Finally I’ve finished reading the third book of the Magicians trilogy: The Magician’s Land. (Earlier I reviewed the first two books, The Magicians and The Magician King, so it’s time to complete the picture.)
The question — whether overt or hidden — in thinking about any work is always “What is it really about?” In this case the easy answer — the too easy answer — is that it’s about magic… or fantasy… or magic and fantasy. A better answer might be that it’s about growing up, that it’s a coming-of-age novel. Both of those claims are true, but I think they miss the main point. Surprisingly (perhaps) I am reminded of Tom Stoppard’s wonderful play, Arcadia. Read it (and/or see it) if you’re unfamiliar with it! Anyway, when I was teaching at B.U. Academy, back in 1996, we took the entire school to a performance of Arcadia at the Huntington Theater. Afterwards, the father of one of my students asked me what I thought it was about, and I answered “the conflict between classicism and romanticism.” (I had just given a talk to the entire student body on that topic — but mostly on the mathematics that underlies the play — as preparation for our visit.) This parent politely disagreed with me and told me that I was wrong; Arcadia is about loss, he stated confidently.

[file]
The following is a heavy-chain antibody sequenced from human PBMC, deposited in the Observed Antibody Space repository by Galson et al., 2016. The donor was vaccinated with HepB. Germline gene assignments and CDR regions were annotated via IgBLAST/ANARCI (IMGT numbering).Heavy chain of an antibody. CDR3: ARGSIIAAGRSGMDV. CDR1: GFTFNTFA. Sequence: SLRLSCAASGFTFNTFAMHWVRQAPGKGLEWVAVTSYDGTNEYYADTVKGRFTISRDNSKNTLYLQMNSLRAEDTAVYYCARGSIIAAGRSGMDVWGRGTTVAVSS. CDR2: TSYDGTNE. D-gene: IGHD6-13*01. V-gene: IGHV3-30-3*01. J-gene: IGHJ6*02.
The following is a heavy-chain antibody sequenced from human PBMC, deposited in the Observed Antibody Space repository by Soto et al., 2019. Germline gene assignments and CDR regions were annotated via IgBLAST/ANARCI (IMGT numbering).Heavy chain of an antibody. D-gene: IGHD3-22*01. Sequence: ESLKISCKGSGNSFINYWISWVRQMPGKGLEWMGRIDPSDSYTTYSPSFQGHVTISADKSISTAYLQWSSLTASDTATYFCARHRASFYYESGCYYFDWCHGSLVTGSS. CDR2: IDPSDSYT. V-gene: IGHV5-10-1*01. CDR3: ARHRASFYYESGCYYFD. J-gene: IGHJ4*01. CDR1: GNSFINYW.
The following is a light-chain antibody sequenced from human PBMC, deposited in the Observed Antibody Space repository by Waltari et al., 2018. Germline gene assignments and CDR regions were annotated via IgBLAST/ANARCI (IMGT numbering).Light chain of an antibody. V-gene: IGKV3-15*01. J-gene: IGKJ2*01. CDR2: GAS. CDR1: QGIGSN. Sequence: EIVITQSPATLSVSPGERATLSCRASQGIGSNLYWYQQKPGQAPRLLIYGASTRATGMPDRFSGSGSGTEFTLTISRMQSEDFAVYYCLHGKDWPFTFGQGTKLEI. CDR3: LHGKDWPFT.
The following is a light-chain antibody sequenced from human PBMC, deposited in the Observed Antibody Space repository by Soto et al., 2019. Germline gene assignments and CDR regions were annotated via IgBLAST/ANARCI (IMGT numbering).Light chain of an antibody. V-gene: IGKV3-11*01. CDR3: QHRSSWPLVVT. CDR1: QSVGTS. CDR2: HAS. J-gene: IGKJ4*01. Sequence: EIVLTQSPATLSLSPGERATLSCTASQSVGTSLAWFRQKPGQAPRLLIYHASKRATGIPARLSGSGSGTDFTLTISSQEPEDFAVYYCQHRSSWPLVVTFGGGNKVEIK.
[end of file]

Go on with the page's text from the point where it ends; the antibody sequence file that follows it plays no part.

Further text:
And maybe he was right. I gave it a lot of thought and conceded that he had a point. (I’ll resist adding “even though he was a chemist,” since he was probably as much a polymath as I am, and it would be impolite in any case.) The Magicians trilogy is partly a coming-of-age story, and partly it’s about walking through closets and emerging in a new world, but I suspect that it’s mostly about loss. When you walk through that closet you gain a fantasy world, but you lose the so-called real world. There are several amazing scenes in The Magician’s Land, scenes that are so vivid that you’ll never get them out of your head, but on the whole you need to think about the characters and what they’ve lost.